As a gesture of respect, I had asked Akhtar, the Balochi folk singer and rapper (yes, there is an ancient and awesome tradition of Balochi folk rap that predates hip hop by countless centuries), to teach me a couplet I could repeat after him. He did, but warned me repeatedly to be careful about the pronunciation. You see, the second line says "Your eyes are beautiful like a deer." "Gadana" is the word for "deer." "Gandana" is the word for "my balls." You can guess which pronunciation I accidentally used in the nervousness of performance, with the result that any audience members fluent in Baloch heard me use what is probably the worst pick-up line ever created. 

The school concerts were a highlight of the project. Several hundred primary school children and their teachers attended both of the concerts on February 2. The children were very enthusiastic. “You won our hearts,” said the headmistress at the Pehli Kiran School. 

Before that concert, I noticed a small girl, her headscarf tightly wrapped around her face, with a big red sash reading HEAD GIRL. It was clearly a position of honor and responsibility. She kept track of other students and made sure they behaved. Immediately after the concert, she came up to me and stood next to me, a somber expression on her face. Unlike the other kids, she didn't want to try to speak to me in Urdu, or shake my hand, or try the violin, or take lots of pictures. Remembering what Malala Yousufzai said about how you can change the world with one book or one pen, I opened my violin case and picked out the very best pen I have. I pointed to her HEAD GIRL sash, said "Mubarak" (Congratulations), and gave her the pen. Her face lit up, and it was clear she understood that the foreigner was giving her the pen to congratulate her on her honor and urge her to keep going with school. She clutched the pen firmly, and when I was already in the van about to leave, she ran up to the closed window and said something in Urdu I could not have understood even if I could have heard it. The smile on her face when I gave her that pen is something no picture and no words could describe.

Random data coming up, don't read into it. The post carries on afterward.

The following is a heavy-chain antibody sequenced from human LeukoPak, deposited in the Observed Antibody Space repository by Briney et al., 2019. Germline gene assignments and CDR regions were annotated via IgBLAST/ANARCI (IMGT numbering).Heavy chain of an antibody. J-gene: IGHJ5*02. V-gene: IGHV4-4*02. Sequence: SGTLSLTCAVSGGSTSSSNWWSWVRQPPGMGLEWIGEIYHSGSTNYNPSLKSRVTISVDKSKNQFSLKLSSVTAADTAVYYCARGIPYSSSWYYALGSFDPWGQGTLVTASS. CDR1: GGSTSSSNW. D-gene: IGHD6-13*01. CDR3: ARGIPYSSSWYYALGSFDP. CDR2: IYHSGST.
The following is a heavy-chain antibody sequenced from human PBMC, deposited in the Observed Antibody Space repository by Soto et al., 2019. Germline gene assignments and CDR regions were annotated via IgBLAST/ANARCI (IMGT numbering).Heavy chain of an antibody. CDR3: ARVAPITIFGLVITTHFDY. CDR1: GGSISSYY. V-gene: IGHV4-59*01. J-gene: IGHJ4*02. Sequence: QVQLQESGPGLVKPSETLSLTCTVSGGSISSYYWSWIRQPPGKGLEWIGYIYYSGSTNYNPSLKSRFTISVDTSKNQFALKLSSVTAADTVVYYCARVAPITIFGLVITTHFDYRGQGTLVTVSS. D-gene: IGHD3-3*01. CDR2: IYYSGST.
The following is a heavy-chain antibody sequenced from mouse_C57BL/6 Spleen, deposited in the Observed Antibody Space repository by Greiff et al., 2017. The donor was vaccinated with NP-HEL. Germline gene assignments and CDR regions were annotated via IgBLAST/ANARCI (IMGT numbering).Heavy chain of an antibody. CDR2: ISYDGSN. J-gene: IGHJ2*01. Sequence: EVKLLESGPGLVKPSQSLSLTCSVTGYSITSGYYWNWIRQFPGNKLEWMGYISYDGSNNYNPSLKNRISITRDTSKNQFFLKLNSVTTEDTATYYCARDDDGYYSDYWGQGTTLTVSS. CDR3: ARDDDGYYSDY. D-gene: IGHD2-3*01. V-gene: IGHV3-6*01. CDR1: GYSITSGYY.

At the Mashal Model school, students from Afghanistan enjoyed connecting with me. I spoke Dari with them and added the Afghan folk song “Bia ke birim ba Mazar” to the program.

After the schools concerts, we stopped by the largest Sufi shrine near Islamabad. It is customary to buy a cauldron of rice to give to the shrine so that they can give it to the poor. I bought a giant cauldron for about $16. The cauldron didn't even make it to the shrine: impoverished people waiting on the street near the shrine took the rice away in small bags in a matter of seconds.

The video of me playing the Pakistani National Anthem at the site of the Salman Taseer assassination has gone viral. As of this writing, it has received 6,179 views, 147 likes, and 157 shares. The reaction was refreshingly positive. Umair Malik wrote: “Hey William bro im soo happy that people like u r present in the world. I felt so nice when u played the pak national anthen at the site of salman taseer's assassination. My prayers are always with u and stay happy.” Alexander Sufyan wrote “i never heard our own anthem being played so beautifully on violin..Also liked the show you did at Fm 101 channel of Radio Pakistan. God bless you sir.”

Near the end of the project, it was an honor to record with superstar singer Quratulain Balouch at Salman Albert's studio in Lahore. 

A big thank you to the US Embassy in Islamabad for funding the Pakistan portion of this project; to Susan and Glenn Pratt for sponsoring my participation; to IPAC, Aware Girls, and Kuch Khaas for their partnership; to the wonderful musicians of Pakistan with whom I collaborated; and above all, to my very good friend and host, CiH's unofficial coordinator in Pakistan, Junaid Malik, CEO of Raise D'Bar

Friday, January 30, 2015

Update the day before the big concert